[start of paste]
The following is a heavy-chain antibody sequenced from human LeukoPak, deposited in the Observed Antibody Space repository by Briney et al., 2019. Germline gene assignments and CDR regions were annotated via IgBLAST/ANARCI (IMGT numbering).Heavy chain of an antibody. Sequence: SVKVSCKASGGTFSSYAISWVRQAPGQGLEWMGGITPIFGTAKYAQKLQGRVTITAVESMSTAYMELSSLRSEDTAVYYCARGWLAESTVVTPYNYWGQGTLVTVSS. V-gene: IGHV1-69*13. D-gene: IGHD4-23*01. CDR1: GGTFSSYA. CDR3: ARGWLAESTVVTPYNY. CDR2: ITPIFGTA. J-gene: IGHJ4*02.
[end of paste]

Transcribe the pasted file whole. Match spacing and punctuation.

The following is a heavy-chain antibody sequenced from human LeukoPak, deposited in the Observed Antibody Space repository by Briney et al., 2019. Germline gene assignments and CDR regions were annotated via IgBLAST/ANARCI (IMGT numbering).Heavy chain of an antibody. Sequence: SVKVSCKASGGTFSSYAISWVRQAPGQGLEWMGGITPIFGTAKYAQKLQGRVTITAVESMSTAYMELSSLRSEDTAVYYCARGWLAESTVVTPYNYWGQGTLVTVSS. V-gene: IGHV1-69*13. D-gene: IGHD4-23*01. CDR1: GGTFSSYA. CDR3: ARGWLAESTVVTPYNY. CDR2: ITPIFGTA. J-gene: IGHJ4*02.